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Congenital hypoplasia of depressor anguli oris muscle (CHDAOM): an uncommon cause of asymmetric crying facies in childhood
  1. Deepanjan Bhattacharya,
  2. Suresh Kumar Angurana,
  3. Renu Suthar,
  4. Bhavneet Bharti
  1. Department of Pediatrics, Advanced Pediatric Centre, Post Graduate Institute of Medical Education and Research, Chandigarh, India
  1. Correspondence to Dr Suresh Kumar Angurana, sureshangurana{at}

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A 2-year-old developmentally normal girl presented to us with a history of deviation of angle of mouth to right only during crying, persisting from neonatal period. She was born at term by normal vaginal delivery to a primigravida mother with a birth weight of 2.2 kg and smooth perinatal transition. Parents noticed asymmetry of face from neonatal period visible only during crying, which disappeared when she was consoled, without any drooling, regurgitation of feeds or poor sucking. There is no history suggestive of any other neurological or systemic abnormality in index case or in family.

Local examination revealed thinning of lower lip near left angle of mouth on palpation. There was no facial asymmetry while the child was calm (figure 1A), however, on crying there was deviation of the angle of mouth downwards and towards right side (figure 1B). There was no evidence of hypoplasia or weakness of any other facial or extraocular muscle. There was no dysmorphism, facial or ocular deformity and any overt evidence of systemic disease. Neurological examination of this alert, conscious and cooperative child revealed normal power, tone and deep tendon reflexes. There was no evidence of any cranial nerve palsy, cerebellar signs or synkinesis. Rest of systemic examination was unremarkable.

Figure 1

(A) Normal bilateral facial symmetry when child is calm. (B) Deviation of angle of mouth downwards and towards right while crying.

A diagnosis of congenital hypoplasia of depressor anguli oris muscle (CHDAOM) of left side was made and parents were counselled about the benign nature of the condition. CHDAOM is a rare entity affecting 3–6/1000 live births and often mimics facial nerve palsy.1 The depressor anguli oris muscle fibres originate from oblique line of mandible and are attached to the lower lip. It is innervated by buccal and mandibular branches of ipsilateral facial nerve and its function is to depress the ipsilateral corner of mouth and to evert the lower lip. In CHDAOM, the angle of mouth and mandible are pulled down on normal side due to unopposed action of DAOM, while no movement on hypoplasia side. The affected lower lip may look thinner because of the lack of eversion and muscle agenesis. The exact cause of CHDAOM is unknown. The patient usually presents in the neonatal period with asymmetric crying facies but with symmetrical forehead wrinkling, eyelid closure and nasolabial furrowing in contrast to facial nerve palsy. Diagnosis is predominantly clinical; electrophysiological studies may demonstrate normal nerve conduction time to mentalis and orbicularis oculi muscles.2 CHDAOM may be associated with other anomalies like congenital heart disease (40%–50%), head and neck anomalies (45%–50%), skeletal defects (22%) and genitourinary anomalies; as well as along with syndromes like CATCH22, Cayler cardiofacial syndrome,  vertebral defects, anal atresia, cardiac defects, tracheo-esophageal fistula, renal anomalies, and limb abnormalities (VACTERL) association and DiGeorge syndrome.3 Investigations for the same are indicated only if clinical examination is abnormal. Differential diagnoses include birth trauma to face, facial nerve palsy and congenital absence of facial nerve nucleus. Cosmetic issues may be present, but usually becomes unnoticeable by adulthood, nor does it interfere with either speech or feeding. This correct clinical identification of CHDAOM prevents the child from being subjected to unnecessary investigations, but associated anomalies must always be kept in mind and excluded, if indicated on clinical examination. Parental counselling is of paramount importance.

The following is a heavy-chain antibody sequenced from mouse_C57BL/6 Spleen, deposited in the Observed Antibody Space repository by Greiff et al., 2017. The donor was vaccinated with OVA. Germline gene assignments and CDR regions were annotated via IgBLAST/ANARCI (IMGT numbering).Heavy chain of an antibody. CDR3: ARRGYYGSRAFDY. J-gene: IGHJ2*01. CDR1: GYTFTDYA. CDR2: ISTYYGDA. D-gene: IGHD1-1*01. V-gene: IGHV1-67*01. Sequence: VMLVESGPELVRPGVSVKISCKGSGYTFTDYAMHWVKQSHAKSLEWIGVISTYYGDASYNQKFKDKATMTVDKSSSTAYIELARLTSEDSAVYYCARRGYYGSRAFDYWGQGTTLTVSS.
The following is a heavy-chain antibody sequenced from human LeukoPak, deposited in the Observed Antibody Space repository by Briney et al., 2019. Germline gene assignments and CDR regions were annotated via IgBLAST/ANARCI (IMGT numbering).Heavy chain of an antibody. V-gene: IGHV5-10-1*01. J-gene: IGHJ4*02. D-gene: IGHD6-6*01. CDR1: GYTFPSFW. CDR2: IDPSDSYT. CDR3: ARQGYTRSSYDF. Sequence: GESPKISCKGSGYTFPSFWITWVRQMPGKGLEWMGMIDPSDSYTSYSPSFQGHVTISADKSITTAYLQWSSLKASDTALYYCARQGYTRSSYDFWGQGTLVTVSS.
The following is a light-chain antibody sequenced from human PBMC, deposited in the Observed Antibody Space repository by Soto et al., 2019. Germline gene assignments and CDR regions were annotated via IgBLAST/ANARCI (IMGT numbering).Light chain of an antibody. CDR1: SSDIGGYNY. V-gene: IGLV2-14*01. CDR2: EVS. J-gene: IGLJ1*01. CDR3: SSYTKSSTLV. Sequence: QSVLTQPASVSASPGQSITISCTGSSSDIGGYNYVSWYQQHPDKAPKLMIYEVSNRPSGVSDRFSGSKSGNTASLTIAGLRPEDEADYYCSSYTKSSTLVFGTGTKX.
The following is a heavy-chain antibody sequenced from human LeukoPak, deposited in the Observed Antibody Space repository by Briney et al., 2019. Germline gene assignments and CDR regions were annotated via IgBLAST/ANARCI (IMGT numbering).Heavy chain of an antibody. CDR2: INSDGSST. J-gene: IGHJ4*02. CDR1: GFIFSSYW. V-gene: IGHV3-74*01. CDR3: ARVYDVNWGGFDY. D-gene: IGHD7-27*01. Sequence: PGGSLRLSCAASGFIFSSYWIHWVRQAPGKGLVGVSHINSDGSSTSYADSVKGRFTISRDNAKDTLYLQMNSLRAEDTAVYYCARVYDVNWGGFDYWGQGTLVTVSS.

Learning points

  • Congenital absence of depressor anguli oris is a rare cause of facial deviation in infancy and childhood.

  • History and clinical examination are crucial for diagnosis and avoid unnecessary investigations.

  • It usually becomes unnoticeable by adulthood and parental counselling is of paramount importance.


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  • Contributors DB: patient management, literature review and preparation of the initial draft of the manuscript. SKA: clinician-in-charge, critical review of the manuscript for important intellectual content and final approval of the version to be published. RS: patient management, literature review and preparation of the initial draft of the manuscript. BB: critical review of the manuscript for important intellectual content and final approval of the version to be published.

  • Funding The authors have not declared a specific grant for this research from any funding agency in the public, commercial or not-for-profit sectors.

  • Competing interests None declared.

  • Patient consent Parental/guardian consent obtained.

  • Provenance and peer review Not commissioned; externally peer reviewed.